There are numerous factors for these models’ eventual exit or demise even though they were very popular. We’ll take a look at a few of them, detailing their rise in popularity and eventual downfall. We’ve already written an obituary on the Jazz so we’ll instead begin with a model that gave rise to a Malaysian hero.
The Mitsubishi Lancer is recognised more with an Evolution badge by fans. Way before it became an inspiration for Wira and Inspira owners though, the regular Lancer was highly sought after among Malaysians.
The Lancer was first brought into Malaysia in 1974 by the Cycle & Carriage (C&C) Group as the Colt Lancer but its popularity peaked with the second-generation Lancer EX. Interestingly enough, the rear-wheel-drive (RWD) Lancer EX was sold alongside the front-wheel-drive (FWD) Lancer F that was sold by another distributor (C&C sold the EX while United Cycle sold the F).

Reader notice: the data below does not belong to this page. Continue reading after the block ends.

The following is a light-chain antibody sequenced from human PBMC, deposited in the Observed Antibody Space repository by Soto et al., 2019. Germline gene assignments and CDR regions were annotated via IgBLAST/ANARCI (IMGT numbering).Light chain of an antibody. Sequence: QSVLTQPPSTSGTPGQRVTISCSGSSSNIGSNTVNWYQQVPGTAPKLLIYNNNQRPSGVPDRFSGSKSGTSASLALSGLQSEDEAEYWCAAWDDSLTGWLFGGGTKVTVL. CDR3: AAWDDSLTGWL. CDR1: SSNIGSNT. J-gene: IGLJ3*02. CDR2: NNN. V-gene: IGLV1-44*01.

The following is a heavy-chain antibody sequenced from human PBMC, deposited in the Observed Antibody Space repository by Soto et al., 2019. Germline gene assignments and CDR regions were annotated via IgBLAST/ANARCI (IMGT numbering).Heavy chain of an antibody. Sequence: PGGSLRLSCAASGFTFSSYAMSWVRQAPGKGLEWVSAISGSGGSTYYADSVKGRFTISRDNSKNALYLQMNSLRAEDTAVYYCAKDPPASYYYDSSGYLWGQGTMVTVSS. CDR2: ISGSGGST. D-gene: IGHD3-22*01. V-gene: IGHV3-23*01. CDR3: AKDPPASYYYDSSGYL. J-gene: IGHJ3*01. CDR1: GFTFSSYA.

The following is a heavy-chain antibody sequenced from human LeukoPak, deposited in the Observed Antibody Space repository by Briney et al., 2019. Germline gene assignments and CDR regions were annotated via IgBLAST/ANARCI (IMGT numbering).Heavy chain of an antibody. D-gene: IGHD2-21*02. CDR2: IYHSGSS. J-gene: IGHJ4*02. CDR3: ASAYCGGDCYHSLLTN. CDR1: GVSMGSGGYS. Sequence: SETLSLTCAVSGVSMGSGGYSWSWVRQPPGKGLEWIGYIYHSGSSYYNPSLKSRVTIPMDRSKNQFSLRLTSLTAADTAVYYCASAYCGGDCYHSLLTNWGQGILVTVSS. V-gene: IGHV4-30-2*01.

The Lancer F would eventually spawn into the Proton Saga which ended the Lancer’s presence in Malaysia. Though there were recond models brought over (mostly Evolutions) in the nineties, Mitsubishi Motors Malaysia’s (MMM) return into Malaysia would see the Lancer make a second comeback officially.
The eighth-gen Lancer would be among the first models launched by MMM in 2005 but the true renaissance for the nameplate would come from its boxy successor. For the first and only time, that ninth-gen Lancer was sold officially with two designs, the regular sedan and the sleeper hot hatch Lancer Sportback.
But this second wave of popularity would be cut short. First by the Proton Inspira which would undercut the Lancer’s price and spawn a conversion movement and next by Mitsubishi’s own financial issues.
The Lancer would be discontinued in every market around the world in 2017 with the exception of Taiwan. With Mitsubishi focusing on electric vehicles and SUVs, it’s unlikely that we’ll see the Lancer making a return at least as a sedan.